My invention solves the problem of how to efficiently separate fiber reinforcment from fiber reinforced plastic waste materials for reuse by using a roller mill system to accomplish the separation step. Roller mill systems generally have been known for many years. Over the past several generations roller mill technology has been applied to many commercial applications involving for example the size reduction of materials such as cereal grains and friable minerals. However, the use of roller mill technology in connection with the processing of fiber reinforced Plastic materials to effect separation of the fiber reinforcement represents a new application for this technology not heretofore suggested by its previous uses.

SUMMARY OF THE INVENTION

In one aspect, the present invention is characterized by a method for reclaiming fiber reinforcement material from a fiber reinforced plastic waste product while minimizing breakage of the reinforcement fiber filaments in the waste product. The method includes the steps of (1) shearing and crushing the waste product using a roller mill having at least one roller surface which imparts a shearing and crushing force to the waste product sufficient to break the bond between the fiber reinforcement and plastic resin in the waste product and (2) separating the fiber reinforcement filaments from the remainder of the cured fiber reinforced plastic waste product subjected to the shearing and crushing step.

Accordingly, it is an object of the present invention to provide an improved method and apparatus for reclaiming fiber reinforcement material from a fiber reinforced plastic waste product.

It is a further object of the present invention to provide a method and apparatus for reclaiming fiber reinforcement material from a cured fiber reinforced plastic waste product which minimizes breakage of the fiber filaments comprising the reinforcement material and which substantially preserves the strength characteristics of the fiber filaments. Because the glass fiber filaments are removed, the remaining filler material and resin binder is much less abrasive on the equipment required to further refine them and the energy requirements for reclaiming the remaining materials is reduced.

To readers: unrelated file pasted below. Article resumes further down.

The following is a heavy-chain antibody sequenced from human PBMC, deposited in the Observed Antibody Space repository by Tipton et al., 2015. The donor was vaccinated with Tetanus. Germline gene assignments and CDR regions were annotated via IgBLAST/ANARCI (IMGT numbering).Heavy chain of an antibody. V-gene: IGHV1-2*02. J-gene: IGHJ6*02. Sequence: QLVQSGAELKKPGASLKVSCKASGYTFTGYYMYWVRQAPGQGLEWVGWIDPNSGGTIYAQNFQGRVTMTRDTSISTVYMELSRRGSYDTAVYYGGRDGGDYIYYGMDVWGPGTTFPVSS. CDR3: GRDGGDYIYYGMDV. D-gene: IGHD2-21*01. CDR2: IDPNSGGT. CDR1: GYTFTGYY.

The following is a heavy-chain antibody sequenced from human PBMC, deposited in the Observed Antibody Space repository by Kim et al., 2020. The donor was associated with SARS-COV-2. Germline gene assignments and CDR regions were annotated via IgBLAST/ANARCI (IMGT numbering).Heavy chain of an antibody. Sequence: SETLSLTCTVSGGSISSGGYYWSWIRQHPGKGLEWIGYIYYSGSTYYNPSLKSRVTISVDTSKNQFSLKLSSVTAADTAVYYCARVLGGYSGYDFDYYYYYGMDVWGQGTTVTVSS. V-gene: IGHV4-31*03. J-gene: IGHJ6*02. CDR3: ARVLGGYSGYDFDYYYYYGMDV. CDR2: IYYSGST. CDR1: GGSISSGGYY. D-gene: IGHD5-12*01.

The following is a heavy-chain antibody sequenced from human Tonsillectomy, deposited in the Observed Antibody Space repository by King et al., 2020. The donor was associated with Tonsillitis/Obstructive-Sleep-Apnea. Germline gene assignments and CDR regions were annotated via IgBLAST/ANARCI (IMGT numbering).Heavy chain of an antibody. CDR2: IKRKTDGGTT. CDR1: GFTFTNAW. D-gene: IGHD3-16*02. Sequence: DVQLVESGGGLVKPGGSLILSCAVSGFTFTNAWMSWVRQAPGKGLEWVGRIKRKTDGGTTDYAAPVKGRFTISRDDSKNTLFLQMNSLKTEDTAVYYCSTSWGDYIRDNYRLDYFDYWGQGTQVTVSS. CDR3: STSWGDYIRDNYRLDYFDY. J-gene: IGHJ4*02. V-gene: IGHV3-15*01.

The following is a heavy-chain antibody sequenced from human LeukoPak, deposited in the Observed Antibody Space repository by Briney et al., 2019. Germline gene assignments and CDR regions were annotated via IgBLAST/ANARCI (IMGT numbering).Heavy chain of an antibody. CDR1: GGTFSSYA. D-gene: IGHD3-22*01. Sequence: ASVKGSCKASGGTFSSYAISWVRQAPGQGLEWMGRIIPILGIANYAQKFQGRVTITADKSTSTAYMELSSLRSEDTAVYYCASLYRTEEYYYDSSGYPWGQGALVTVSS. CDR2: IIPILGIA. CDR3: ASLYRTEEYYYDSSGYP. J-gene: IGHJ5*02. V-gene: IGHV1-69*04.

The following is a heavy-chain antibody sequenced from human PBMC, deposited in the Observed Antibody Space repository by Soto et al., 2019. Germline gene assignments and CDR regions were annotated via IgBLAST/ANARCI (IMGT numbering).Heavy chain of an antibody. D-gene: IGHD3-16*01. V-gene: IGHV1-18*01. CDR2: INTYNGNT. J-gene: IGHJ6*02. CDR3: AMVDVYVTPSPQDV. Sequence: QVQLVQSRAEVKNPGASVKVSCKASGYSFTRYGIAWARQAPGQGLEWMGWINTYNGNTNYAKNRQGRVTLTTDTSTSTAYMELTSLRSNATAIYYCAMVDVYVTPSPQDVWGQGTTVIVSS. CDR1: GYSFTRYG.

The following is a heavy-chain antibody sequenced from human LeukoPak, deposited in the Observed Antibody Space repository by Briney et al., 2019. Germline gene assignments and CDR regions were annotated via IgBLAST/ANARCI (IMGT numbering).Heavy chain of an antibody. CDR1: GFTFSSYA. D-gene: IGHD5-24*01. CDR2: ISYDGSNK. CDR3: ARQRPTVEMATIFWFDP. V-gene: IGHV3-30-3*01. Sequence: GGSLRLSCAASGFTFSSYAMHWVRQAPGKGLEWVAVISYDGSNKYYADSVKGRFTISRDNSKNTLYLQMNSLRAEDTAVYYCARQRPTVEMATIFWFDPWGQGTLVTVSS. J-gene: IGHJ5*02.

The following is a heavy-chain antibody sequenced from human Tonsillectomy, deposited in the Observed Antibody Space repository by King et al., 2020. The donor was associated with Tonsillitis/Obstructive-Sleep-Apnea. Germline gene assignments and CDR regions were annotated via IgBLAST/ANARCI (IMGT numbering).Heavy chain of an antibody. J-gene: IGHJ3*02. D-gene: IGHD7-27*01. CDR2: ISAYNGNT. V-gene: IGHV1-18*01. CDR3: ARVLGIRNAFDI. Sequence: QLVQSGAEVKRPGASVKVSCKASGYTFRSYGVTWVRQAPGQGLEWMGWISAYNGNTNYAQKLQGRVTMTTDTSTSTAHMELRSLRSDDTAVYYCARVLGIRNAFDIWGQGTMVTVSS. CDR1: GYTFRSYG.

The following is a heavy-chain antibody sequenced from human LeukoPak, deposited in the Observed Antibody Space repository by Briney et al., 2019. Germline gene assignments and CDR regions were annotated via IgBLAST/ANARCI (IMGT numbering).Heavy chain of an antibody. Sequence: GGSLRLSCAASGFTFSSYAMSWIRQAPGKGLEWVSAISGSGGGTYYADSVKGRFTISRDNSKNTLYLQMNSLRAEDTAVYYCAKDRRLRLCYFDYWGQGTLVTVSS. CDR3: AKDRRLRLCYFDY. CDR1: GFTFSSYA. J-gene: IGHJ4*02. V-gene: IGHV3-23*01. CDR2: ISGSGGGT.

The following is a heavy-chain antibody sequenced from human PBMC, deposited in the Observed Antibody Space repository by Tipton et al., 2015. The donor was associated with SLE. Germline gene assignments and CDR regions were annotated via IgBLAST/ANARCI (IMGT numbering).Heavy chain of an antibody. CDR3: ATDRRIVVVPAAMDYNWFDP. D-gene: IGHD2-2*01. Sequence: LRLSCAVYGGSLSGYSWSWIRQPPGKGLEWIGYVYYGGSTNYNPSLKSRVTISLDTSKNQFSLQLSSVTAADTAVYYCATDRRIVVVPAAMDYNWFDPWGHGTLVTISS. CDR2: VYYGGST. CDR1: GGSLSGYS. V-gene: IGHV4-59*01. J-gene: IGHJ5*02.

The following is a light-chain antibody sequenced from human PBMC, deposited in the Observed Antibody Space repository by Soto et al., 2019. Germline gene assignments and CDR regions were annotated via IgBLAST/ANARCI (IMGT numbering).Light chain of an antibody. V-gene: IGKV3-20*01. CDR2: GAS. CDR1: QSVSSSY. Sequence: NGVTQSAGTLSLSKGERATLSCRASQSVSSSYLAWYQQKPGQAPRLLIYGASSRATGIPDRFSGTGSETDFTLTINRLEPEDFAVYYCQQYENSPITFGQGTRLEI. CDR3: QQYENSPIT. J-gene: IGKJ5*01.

Related objects and advantages of the present invention will become even more apparent by reference to the following figures and detailed description.

BRIEF DESCRIPTION OF THE DRAWINGS

FIG. 1 is a block diagram illustration depicting the steps in the method of the present invention.

FIG. 2 is a schematic representation of the roller mill used in performing one of the steps of the present invention.

FIG. 3 is an enlarged fragmentary cross sectional view of one of the rollers of FIG. 2 showing the roller serrations.

DESCRIPTION OF THE PREFERRED EMBODIMENT

For the purposes of promoting an understanding of the principles of the invention, reference will now be made to the embodiment illustrated in the drawings and specific language will be used to describe the same. It will nevertheless be understood that no limitation of the scope of the invention is thereby intended, such alterations and further modifications in the illustrated device, and such further applications of the principles of the invention as illustrated therein being contemplated as would normally occur to one skilled in the art to which the invention relates.

In the manufacture of SMC products, scrap materials of several different types are generated. For example, there is unreinforced paste waste, reinforced material which does not meet moldability specifications, and trimmings. Each of these wastes are generated prior to curing the thermoset SMC material. In addition to these wastes, SMC molding also results in the generation of cured SMC waste materials. The SMC reclamation process of the present invention is particularly directed to cured SMC waste materials which include fiber filament reinforcement. Referring to FIG. 1, shredded SMC waste materials 10 will be shipped to the SMC reclamation facility from various SMC molders. Although the reclamation process could be modified to accept unshredded SMC, the bulk density of shredded SMC is approximately 3 to 6 times greater than for unshredded SMC, therefore it will typically be more economical to pre-shred the SMC waste material at the molder's facility prior to shipment to the SMC reclamation facility. The shredded SMC first enters a ferrous separator 11 in order to extract the majority of material which includes ferrous type metals. Any such materials are diverted to a contaminate reject storage area 12 for eventual off-site removal. That portion of the shredded SMC which passes through the ferrous separator 11 is then conveyed to a non-ferrous metal separator 13 for separation of material including non-ferrous type metals. The separated non-ferrous metal material is then conveyed to the contaminate reject storage area 12.

Material passing through the non-ferrous metal separator 13 is then exposed to a metal detector 14. Whenever the metal detector 14 detects metal, a diverter mechanism 15 will be activated to divert the metal containing material for conveyance via a contaminate return line 16 to ferrous metal separator 11 for further staged separation of the metal and non-metal material.